The Minnesota Vikings allowed Aaron Rodgers plenty of time in the pocket on Sunday, and the Green Bay Packers quarterback was able to pick apart a young and inexperienced secondary. The 43-34 loss was embarrassing from a defensive standpoint, and the Vikings have now dropped three straight to their division rival going back to last season.
Here are three things we learned about the Vikings following their Week 1 loss:
They miss Danielle Hunter
The biggest reason why the Vikings lost this game was they could not generate a pass rush. Rodgers had all the time in the world to scan the field and find the open man: Whether it was Davante Adams, Allen Lazard or Marquez Valdes-Scantling, it didn’t matter because Rodgers never had a Vikings pass rusher in his face. The only time he even got close to getting hit by a Vikings’ defender was early in the game when Harrison Smith came flying in off a blitz. Other than that, Yannick Ngakoue or Ifeadi Odenigbo couldn’t get a sniff of Rodgers.
Much of the blame for this has to be put upon head coach Mike Zimmer. He didn’t come prepared with creative blitz packages that allowed a corner, safety or linebacker to come shooting through the line. He seemed to assume that Ngakoue and Odenigbo would be able to generate that rush on their own, and failed to make adjustments at halftime when it was evident they weren’t getting close to Rodgers.
Minnesota clearly missed Hunter and what he brings to the team, not just from a pass rush standpoint but also his run defense. Without him on the field, the Packers weren’t concerned about the Vikings pass rushers, and clearly didn’t have to be. Rodgers had an embarrassingly long time to sit in the pocket and find a wide open receiver.
Thielen is Cousins’ favorite target
Many figured that the Packers would do their best to take Adam Thielen out of the game. With little to no proven receivers in the passing game other than No. 19, it was assumed the Packers would double team Thielen and force Cousins to throw the ball to unproven targets like Justin Jefferson and Bisi Johnson. That wasn’t the case. Cousins looked to Thielen twice on the opening drive and looked for him later in the game when they were trying to mount a comeback.
Thielen ended up with six receptions for 110 yards and two touchdowns. He was able to get open even in double coverage, and he made some grabs that only he can. Despite the extra attention paid to him and the other legitimate options the Vikings have in the passing game, this game proved that Thielen will be Cousins’ first option when he needs a big play.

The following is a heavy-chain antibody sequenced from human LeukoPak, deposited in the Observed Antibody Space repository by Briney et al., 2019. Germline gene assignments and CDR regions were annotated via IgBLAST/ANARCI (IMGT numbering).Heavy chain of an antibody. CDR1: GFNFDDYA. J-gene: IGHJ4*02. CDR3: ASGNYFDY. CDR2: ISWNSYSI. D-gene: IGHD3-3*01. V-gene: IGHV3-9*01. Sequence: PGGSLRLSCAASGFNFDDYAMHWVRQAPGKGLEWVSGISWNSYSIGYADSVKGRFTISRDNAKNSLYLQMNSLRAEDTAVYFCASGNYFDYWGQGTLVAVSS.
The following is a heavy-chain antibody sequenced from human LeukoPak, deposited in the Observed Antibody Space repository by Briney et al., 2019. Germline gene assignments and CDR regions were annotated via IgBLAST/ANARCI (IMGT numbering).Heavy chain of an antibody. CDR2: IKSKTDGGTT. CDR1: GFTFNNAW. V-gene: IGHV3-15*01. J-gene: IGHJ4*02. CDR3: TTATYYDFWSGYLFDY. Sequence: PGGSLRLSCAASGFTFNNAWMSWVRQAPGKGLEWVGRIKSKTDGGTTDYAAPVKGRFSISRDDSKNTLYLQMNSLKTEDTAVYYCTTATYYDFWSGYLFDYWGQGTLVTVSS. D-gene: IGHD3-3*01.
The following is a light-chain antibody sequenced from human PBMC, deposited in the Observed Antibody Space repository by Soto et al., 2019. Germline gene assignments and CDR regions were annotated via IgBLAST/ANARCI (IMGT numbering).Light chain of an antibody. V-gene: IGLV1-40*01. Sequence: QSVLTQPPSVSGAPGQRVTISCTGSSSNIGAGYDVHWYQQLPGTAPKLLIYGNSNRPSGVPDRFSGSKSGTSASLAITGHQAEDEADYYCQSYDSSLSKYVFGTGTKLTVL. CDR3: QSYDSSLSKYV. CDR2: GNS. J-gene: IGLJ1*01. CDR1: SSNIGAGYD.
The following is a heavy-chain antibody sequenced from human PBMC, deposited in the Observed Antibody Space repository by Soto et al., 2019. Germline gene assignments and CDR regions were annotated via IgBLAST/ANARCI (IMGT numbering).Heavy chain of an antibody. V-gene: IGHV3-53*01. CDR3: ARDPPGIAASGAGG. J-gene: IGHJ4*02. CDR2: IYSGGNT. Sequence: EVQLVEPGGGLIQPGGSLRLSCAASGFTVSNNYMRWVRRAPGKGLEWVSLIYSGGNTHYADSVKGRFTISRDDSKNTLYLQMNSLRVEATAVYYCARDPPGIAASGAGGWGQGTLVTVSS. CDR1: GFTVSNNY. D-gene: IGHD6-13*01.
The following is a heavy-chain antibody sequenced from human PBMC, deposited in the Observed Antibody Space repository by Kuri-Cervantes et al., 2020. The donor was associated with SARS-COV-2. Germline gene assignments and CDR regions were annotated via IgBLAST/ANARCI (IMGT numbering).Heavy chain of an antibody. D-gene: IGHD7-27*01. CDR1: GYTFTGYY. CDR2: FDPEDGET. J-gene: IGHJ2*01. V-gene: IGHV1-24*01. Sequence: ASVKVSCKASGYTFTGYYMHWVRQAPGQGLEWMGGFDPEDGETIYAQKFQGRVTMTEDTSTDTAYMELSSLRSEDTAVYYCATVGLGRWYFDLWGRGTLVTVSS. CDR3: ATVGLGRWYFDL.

The young secondary is going to be an issue
The Vikings had plenty of concerns heading into this game: The offensive line was an issue, the run defense was paltry, and there were was also plenty of uncertainty surrounding their inexperienced cornerbacks. After the first game, that concern manifested as a major weakness. Granted, this unit was not helped at all by a lack of pass rush — and you have to factor in that they faced a Hall of Fame quarterback in Rodgers and one of the best receivers in the game in Davante Adams — but their lack of coverage ability looks like it will be an issue for a while.
Holton Hill was clearly the biggest offender in Week 1. He was consistently two steps behind Adams just about every time he caught the ball. Whether Adams was breaking to the sideline or streaking down the field, Hill was usually trailing by a yard or so. He was picked on constantly by Rodgers and never could seem to regroup or win his fair share of plays. Cameron Dantzler also struggled and was out-positioned by the Packers’ receivers on multiple occasions while missing a handful of tackles.
Jeff Gladney was basically AWOL the whole game and Mike Hughes also struggled. It’s hard to find any sort of silver lining in this group when they allowed Rodgers to throw for 364 yards and four touchdowns. He would’ve easily gone for over 400 had Valdes-Scanting been able to hold on to the football and not committed a couple of horrible drops.
The only good thing about the performance of the Vikings’ cornerbacks is that it can’t get any worse. Hopefully they learn from this, are able to correct some of the mistakes they made and have a much better showing against the Indianapolis Colts, an inferior team, in Week 2.